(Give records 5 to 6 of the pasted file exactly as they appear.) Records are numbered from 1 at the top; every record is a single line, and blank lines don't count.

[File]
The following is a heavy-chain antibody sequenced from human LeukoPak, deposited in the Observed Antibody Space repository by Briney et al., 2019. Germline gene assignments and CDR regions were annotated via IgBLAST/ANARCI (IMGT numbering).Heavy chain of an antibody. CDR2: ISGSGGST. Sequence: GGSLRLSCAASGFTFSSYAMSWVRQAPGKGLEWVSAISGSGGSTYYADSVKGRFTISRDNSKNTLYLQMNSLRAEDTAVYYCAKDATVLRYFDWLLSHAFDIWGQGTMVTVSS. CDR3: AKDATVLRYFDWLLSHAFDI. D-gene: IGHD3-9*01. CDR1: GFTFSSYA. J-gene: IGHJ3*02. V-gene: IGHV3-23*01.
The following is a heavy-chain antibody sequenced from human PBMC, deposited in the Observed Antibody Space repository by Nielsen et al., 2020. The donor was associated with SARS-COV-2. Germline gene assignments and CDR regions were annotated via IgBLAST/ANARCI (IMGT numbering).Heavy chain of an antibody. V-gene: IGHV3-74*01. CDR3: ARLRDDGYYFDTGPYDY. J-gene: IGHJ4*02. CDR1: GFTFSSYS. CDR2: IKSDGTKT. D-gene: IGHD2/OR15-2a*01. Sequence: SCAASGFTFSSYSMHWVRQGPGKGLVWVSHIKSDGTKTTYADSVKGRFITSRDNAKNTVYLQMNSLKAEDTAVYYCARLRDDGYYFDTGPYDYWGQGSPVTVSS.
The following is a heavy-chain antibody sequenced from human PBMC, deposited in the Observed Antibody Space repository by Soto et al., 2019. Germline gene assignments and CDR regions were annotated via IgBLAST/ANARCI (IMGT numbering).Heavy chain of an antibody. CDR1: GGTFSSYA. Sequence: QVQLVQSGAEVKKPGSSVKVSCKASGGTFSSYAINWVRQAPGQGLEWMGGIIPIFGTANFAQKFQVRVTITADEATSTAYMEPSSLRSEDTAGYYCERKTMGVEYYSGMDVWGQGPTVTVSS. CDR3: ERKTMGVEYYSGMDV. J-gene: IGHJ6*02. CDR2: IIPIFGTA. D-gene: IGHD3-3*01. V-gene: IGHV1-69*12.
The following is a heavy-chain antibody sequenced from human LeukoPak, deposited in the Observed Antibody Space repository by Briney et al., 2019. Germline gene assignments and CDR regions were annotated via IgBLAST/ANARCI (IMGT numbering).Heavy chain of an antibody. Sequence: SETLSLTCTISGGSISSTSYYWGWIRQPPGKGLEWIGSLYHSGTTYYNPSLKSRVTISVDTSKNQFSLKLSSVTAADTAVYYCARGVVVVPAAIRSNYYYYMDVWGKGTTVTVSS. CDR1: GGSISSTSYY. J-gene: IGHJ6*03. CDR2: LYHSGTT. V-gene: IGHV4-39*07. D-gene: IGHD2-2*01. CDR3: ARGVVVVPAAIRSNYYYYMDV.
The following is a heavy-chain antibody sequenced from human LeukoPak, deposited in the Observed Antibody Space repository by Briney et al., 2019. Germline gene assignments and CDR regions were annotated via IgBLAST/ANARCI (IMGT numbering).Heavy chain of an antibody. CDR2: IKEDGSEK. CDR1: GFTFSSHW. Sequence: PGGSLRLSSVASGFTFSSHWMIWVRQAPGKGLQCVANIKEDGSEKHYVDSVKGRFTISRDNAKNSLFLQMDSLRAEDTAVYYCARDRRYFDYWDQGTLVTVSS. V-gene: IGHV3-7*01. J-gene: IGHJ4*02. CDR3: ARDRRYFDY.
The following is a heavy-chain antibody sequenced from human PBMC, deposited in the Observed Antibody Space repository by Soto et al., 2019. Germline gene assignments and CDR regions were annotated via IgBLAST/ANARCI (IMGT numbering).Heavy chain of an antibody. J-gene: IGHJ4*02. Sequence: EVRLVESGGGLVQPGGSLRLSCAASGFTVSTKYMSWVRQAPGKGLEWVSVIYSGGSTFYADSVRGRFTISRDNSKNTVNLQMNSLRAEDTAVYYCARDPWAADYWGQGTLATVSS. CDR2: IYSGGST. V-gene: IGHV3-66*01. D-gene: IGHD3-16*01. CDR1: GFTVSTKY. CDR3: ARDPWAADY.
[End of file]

The following is a heavy-chain antibody sequenced from human LeukoPak, deposited in the Observed Antibody Space repository by Briney et al., 2019. Germline gene assignments and CDR regions were annotated via IgBLAST/ANARCI (IMGT numbering).Heavy chain of an antibody. CDR2: IKEDGSEK. CDR1: GFTFSSHW. Sequence: PGGSLRLSSVASGFTFSSHWMIWVRQAPGKGLQCVANIKEDGSEKHYVDSVKGRFTISRDNAKNSLFLQMDSLRAEDTAVYYCARDRRYFDYWDQGTLVTVSS. V-gene: IGHV3-7*01. J-gene: IGHJ4*02. CDR3: ARDRRYFDY.
The following is a heavy-chain antibody sequenced from human PBMC, deposited in the Observed Antibody Space repository by Soto et al., 2019. Germline gene assignments and CDR regions were annotated via IgBLAST/ANARCI (IMGT numbering).Heavy chain of an antibody. J-gene: IGHJ4*02. Sequence: EVRLVESGGGLVQPGGSLRLSCAASGFTVSTKYMSWVRQAPGKGLEWVSVIYSGGSTFYADSVRGRFTISRDNSKNTVNLQMNSLRAEDTAVYYCARDPWAADYWGQGTLATVSS. CDR2: IYSGGST. V-gene: IGHV3-66*01. D-gene: IGHD3-16*01. CDR1: GFTVSTKY. CDR3: ARDPWAADY.